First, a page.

Looking to boost regional revitalization and work-style reform, local governments across Japan have entered an alliance to promote the “workation” concept of telecommuting from resorts and other vacation spots.
The alliance brings together seven prefectural and 58 municipal governments to spur migration from urban to rural areas through “workations,” a combination of “work” and “vacation.”
The alliance’s inaugural meeting was held Monday in Tokyo. Wakayama Gov. Yoshinobu Nisaka was appointed its leader.
“Workations will be a proactive option for work-style reform,” Nisaka said, expressing hopes for a new business model that involves “something more than sightseeing trips but less than permanent migration.”
Wakayama Prefecture took the initiative with Nagano Prefecture to form the alliance as an increasing number of companies are expected to adopt telecommuting ahead of the 2020 Tokyo Olympics and Paralympics.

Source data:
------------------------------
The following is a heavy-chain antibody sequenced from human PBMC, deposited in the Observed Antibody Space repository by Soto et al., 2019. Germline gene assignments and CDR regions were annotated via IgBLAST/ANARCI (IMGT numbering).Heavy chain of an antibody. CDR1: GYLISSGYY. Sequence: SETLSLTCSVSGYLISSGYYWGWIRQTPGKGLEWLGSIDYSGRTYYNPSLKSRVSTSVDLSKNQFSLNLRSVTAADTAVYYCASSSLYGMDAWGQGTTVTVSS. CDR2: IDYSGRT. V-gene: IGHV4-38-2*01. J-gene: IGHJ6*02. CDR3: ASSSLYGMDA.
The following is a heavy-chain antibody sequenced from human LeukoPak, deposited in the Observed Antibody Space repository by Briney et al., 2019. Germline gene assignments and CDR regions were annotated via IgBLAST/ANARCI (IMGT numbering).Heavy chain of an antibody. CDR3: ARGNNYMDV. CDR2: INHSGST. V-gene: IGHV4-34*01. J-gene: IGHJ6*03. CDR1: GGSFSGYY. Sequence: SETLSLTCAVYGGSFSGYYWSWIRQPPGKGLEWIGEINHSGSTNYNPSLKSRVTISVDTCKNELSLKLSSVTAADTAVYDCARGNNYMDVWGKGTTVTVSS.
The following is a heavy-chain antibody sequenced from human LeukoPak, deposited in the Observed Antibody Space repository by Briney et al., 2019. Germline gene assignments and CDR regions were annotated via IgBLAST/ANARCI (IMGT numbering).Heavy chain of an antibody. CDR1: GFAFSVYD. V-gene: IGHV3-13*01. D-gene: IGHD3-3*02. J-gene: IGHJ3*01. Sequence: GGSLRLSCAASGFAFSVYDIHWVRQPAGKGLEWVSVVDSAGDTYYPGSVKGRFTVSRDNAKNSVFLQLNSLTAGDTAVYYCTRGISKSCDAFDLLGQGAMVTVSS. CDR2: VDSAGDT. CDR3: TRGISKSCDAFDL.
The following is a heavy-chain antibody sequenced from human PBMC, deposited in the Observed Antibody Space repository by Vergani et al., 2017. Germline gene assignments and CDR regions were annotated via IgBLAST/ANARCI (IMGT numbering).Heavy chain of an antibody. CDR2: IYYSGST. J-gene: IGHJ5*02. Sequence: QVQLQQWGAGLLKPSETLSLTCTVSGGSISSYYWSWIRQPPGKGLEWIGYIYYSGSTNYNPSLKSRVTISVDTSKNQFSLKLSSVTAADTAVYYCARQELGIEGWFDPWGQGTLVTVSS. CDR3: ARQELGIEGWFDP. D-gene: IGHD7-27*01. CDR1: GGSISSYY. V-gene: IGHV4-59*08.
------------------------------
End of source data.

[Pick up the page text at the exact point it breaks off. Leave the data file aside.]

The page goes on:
Wakayama was the first prefecture to run a workation project, launching it in fiscal 2017.
The project is designed to expand a “related population,” or people who get in regular touch with areas within Wakayama while living outside the prefecture.
The national government regards the concept of related population as a new pillar of its efforts to reverse the over-concentration of economic and other activities in Tokyo.
Getting more people living in urban cities involved with rural areas is expected to lead to migration growth in these areas and help them solve local problems arising from the shrinking population.
Meanwhile, companies are increasingly interested in workations as they are looking to allow employees to adopt more flexible work styles, such as having side jobs.
Local governments in the alliance will focus on developing their workation environments by leveraging local agricultural, tourism and other resources.